David Gauke is a former Justice Secretary, and was an independent candidate in South-West Hertfordshire at the recent general election.
For a couple of years, I worked closely with Owen Paterson on the devolution of corporation tax to Northern Ireland. He was Secretary of State for Northern Ireland and keen to create the conditions in which the private sector could flourish in the province. I was a junior Treasury Minister who favoured a downward pressure on corporation tax (complementing what we were doing at the UK level). We succeeded in legislating to devolve the power although, when it came down to it, the complexities of Northern Irish politics meant that the power has never been used.
I am not one of Paterson’s tribe, but I thoroughly enjoyed working with him. He set himself a clear objective, and threw himself into it with energy and tenacity. His enthusiasm was infectious, driven by the sincere belief that he was doing good.
Not unrelated to this, I found him immensely likeable. Generous, collegiate, appreciative of support, entertaining company; he was a good man to have on your side. At the risk of attracting accusations of naivety, I do not think he is a bad man. In the work that he has committed to do on suicide prevention, I suspect he will go on to do a great deal of good.
I mention this experience because the attributes that struck me most about him – his likeability and single-minded determination – are critical in understanding recent events, and the end of his Parliamentary career.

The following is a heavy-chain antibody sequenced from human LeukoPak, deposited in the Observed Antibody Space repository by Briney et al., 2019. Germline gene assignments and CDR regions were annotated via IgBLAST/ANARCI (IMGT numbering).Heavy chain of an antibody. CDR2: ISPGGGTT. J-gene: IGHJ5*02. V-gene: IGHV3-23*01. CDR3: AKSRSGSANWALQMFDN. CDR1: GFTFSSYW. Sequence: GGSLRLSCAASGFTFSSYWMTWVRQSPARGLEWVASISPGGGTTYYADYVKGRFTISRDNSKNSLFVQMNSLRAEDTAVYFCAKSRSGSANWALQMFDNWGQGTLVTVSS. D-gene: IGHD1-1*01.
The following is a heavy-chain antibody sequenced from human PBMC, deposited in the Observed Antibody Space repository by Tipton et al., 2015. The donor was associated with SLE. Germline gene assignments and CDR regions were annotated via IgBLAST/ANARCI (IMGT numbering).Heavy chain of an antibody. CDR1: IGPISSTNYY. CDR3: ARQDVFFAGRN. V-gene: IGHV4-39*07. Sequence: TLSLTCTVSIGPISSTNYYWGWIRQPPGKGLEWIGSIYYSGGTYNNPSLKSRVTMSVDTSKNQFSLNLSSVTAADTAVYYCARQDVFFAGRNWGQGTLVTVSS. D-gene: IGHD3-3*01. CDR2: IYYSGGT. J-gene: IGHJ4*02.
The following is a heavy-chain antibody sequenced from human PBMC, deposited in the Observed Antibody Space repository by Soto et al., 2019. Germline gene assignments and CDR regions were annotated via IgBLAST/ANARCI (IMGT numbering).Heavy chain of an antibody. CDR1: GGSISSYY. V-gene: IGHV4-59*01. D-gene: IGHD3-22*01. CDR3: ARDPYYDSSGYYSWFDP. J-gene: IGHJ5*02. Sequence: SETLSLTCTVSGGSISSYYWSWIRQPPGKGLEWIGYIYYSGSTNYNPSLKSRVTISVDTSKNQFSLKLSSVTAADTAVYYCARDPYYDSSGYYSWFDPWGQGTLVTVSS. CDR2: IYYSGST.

Let us start with his likeability. He has many close friends in the House of Commons and in the wider conservative movement. In particular, in the trench warfare of recent years, strong tribal loyalties formed. The Conservative Parliamentary party fragmented but, within different factions, very strong bonds of affection and mutual support were formed.
This was strengthened amongst the “Spartans” (of whom Paterson was one) by the sense that the “Establishment” was against them. That sense has manifested itself in recent events with the accusation that the Parliamentary Commissioner, Kathryn Stone, has treated Brexiteers unduly harshly. He had influential and vociferous supporters who sought to protect him.
Their advice only strengthened Paterson’s already substantial resolve. The second relevant attribute – his enthusiastic determination to pursue a given objective – has been evident throughout this saga. The problem, and there is no getting away from this, is that this determination has been consistently misdirected and misguided.
It began with the repeated occasions when Paterson communicated with various Ministers and public bodies on behalf of companies that were paying him. His defence appears to be that he was acting in the public interest, because the points that were being raised by these companies and the services offered by these companies were in the public interest.
I do not doubt Paterson’s sincerity in holding these beliefs, but it is a very weak argument to claim that this was justification for breaching the prohibition on paid advocacy for MPs. All companies, after all, provide services to customers and only obtain revenue if customers consider that they benefit from it. If MPs are able to argue that it is acceptable to lobby Ministers on behalf of companies that could provide services to Government because the Government would benefit, there would be no effective prohibition on paid advocacy whatsoever.